Covid-hit Arsenal ask for Spurs postponement

Covid-hit Arsenal ask for Spurs postponement
Covid-hit Arsenal ask for Spurs postponement

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Jeddah - Yasmine El Tohamy - Kresimir Rezic turning the tables in the Saudi Pro League as he pulls off a miracle at Damac

RIYADH: The Saudi Pro League is no stranger to big-name foreign coaches, with a host of high-profile names washing through the league over the past decade or more.

But arguably this season’s best coach is, with the greatest of respect, the very definition of a no-name coach — he doesn’t even have a Wikipedia page.

Croatian Kresimir Rezic was appointed coach of historically unheralded Damac, from Khamis Mushait in south-west Saudi Arabia; a club that have spent the better part of the past three decades in the lower reaches of the Saudi football ecosystem.

So inconsequential have the club been over the years that their home city doesn’t even have a stadium — Damac play their home games in nearby Abha, roughly a 35-minute drive from Khamis Mushait.

“We can’t compare ourselves to other clubs,” Rezic told Arab News. “In Khamis Mushait, we don’t even have a stadium. We don’t have a big army of supporters. This is something we are trying to build, to create something (special) for the club and this is just the beginning of our path.

“Is it going to be easy? Absolutely not, but we like to be a little bit of a different club to the others,” he continued.

Only 20 years ago Damac were in the fourth tier of Saudi football, a long way from the bright lights of the Pro League, while as recently as the 2014/15 season they were in the Saudi Second Division — the third tier of the Kingdom’s football pyramid.

Damac won promotion to the SPL for the 2019/20 season, in which they finished a respectable 10th — ahead of giants Al-Ittihad. But it looked as though their two-year stint in the top flight was set to come to an end when Rezic was appointed in January 2021 with the club sitting firmly in the relegation zone.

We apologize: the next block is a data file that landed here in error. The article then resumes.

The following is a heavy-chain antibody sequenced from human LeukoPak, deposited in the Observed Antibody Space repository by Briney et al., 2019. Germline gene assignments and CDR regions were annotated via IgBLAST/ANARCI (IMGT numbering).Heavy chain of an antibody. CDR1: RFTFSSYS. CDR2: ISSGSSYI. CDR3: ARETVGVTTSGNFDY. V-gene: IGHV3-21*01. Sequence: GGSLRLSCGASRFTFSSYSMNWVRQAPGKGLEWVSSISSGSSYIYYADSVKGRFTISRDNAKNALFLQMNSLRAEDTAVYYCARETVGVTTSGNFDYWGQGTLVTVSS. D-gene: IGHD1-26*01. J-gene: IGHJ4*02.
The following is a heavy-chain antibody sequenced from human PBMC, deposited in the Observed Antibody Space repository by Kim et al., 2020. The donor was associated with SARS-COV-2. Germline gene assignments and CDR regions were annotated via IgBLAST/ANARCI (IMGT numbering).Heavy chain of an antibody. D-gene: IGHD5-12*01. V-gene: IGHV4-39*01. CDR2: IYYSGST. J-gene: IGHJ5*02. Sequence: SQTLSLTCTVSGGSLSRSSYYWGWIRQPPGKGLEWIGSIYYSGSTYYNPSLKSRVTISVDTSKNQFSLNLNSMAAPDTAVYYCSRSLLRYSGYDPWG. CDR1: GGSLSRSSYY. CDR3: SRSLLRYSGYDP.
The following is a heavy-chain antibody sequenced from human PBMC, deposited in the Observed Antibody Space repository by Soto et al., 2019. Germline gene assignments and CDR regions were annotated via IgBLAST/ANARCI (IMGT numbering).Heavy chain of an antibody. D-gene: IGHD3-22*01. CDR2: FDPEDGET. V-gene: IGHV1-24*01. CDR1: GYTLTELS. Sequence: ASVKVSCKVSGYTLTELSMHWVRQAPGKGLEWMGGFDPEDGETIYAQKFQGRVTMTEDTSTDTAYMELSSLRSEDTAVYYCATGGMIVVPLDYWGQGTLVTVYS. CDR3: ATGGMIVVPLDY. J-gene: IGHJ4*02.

But under the Croatian tactician, who came to Damac as their under-19 coach after a career predominantly spent working as youth coach for famed Croatian club Hajduk Split, they finished the season strongly, going undefeated in their final nine games to avoid relegation by a single point.

Rezic recalled the doubt that existed externally and how that was used as motivation within the club in the closing stages of the season.

“Everybody was saying ‘This is a team for the first division, they will not be in the pro league again,’” Rezic said. “We used that in the locker room. We said ‘OK, maybe we will go to the first division, but from this moment we will earn respect from everybody and show them that we have quality.’And from that day we started winning games and reached 36 points and stayed in the (Pro) league.”

Having scraped to safety last season, many would have had Damac among the favorites to be in the relegation scrap again this season, but, against all the odds, Rezic has his team flying at the opposite end of the table.

With half the season gone, Damac are fifth in the table, just one point behind last year’s AFC Champions League winners Al-Hilal and within three points of an unlikely spot in the 2023 AFC Champions League.

Just a few weeks ago, Damac were top of the table, occupying that position for three of the four weeks from Rounds Nine to Twelve. But a recent dip in form — they are winless in their past four, which included a crazy 5-5 draw with Al-Fateh — has seen them cede ground and they now sit nine points behind league-leaders Al-Ittihad.

While an historic AFC Champions League berth is tantalizingly close, Rezic stressed that talk of what might be could prove a distraction for his side.

“We will try to fight for every point,” he said. “But to speak about the Asian Champions League — something that was never (in our thinking) — to put that as our mission could be very, very dangerous for us and create pressure. So we don’t speak about it.

“Our main targets are to stay in the league, be in a comfortable position in the middle of the table, (and) if we have an opportunity for something a little bit more, we will try to do it,” he continued.

While Rezic conceded it is difficult to compete against the financially superior and resource-rich super clubs like Al-Hilal, Al-Nassr and Al-Ittihad, he has shown in his 12 months in charge at Damac that his methods can overcome many of those obstacles.

If he continues to overachieve with the club, he might even get his own Wikipedia page. But for now, you’ll just have to remember the name.


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